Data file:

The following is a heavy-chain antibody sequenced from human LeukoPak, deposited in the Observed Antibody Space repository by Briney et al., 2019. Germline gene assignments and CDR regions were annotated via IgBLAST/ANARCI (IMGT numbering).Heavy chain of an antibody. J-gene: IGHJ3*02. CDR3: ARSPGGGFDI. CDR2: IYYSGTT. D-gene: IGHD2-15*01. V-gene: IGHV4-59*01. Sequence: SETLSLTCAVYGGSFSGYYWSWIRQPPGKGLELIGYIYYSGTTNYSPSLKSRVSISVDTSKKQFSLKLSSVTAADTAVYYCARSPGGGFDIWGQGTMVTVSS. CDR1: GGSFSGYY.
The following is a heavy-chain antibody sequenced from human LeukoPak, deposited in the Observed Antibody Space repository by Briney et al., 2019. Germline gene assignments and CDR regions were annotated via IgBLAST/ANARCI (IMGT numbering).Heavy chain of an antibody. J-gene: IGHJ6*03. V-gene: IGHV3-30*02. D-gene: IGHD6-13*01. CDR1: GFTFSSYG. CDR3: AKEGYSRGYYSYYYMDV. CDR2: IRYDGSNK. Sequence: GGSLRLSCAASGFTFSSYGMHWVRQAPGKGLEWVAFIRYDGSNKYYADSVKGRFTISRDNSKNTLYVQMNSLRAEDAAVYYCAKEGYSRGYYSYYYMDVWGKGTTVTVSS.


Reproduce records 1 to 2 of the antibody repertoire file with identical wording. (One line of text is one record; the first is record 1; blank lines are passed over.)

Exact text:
The following is a heavy-chain antibody sequenced from human LeukoPak, deposited in the Observed Antibody Space repository by Briney et al., 2019. Germline gene assignments and CDR regions were annotated via IgBLAST/ANARCI (IMGT numbering).Heavy chain of an antibody. J-gene: IGHJ3*02. CDR3: ARSPGGGFDI. CDR2: IYYSGTT. D-gene: IGHD2-15*01. V-gene: IGHV4-59*01. Sequence: SETLSLTCAVYGGSFSGYYWSWIRQPPGKGLELIGYIYYSGTTNYSPSLKSRVSISVDTSKKQFSLKLSSVTAADTAVYYCARSPGGGFDIWGQGTMVTVSS. CDR1: GGSFSGYY.
The following is a heavy-chain antibody sequenced from human LeukoPak, deposited in the Observed Antibody Space repository by Briney et al., 2019. Germline gene assignments and CDR regions were annotated via IgBLAST/ANARCI (IMGT numbering).Heavy chain of an antibody. J-gene: IGHJ6*03. V-gene: IGHV3-30*02. D-gene: IGHD6-13*01. CDR1: GFTFSSYG. CDR3: AKEGYSRGYYSYYYMDV. CDR2: IRYDGSNK. Sequence: GGSLRLSCAASGFTFSSYGMHWVRQAPGKGLEWVAFIRYDGSNKYYADSVKGRFTISRDNSKNTLYVQMNSLRAEDAAVYYCAKEGYSRGYYSYYYMDVWGKGTTVTVSS.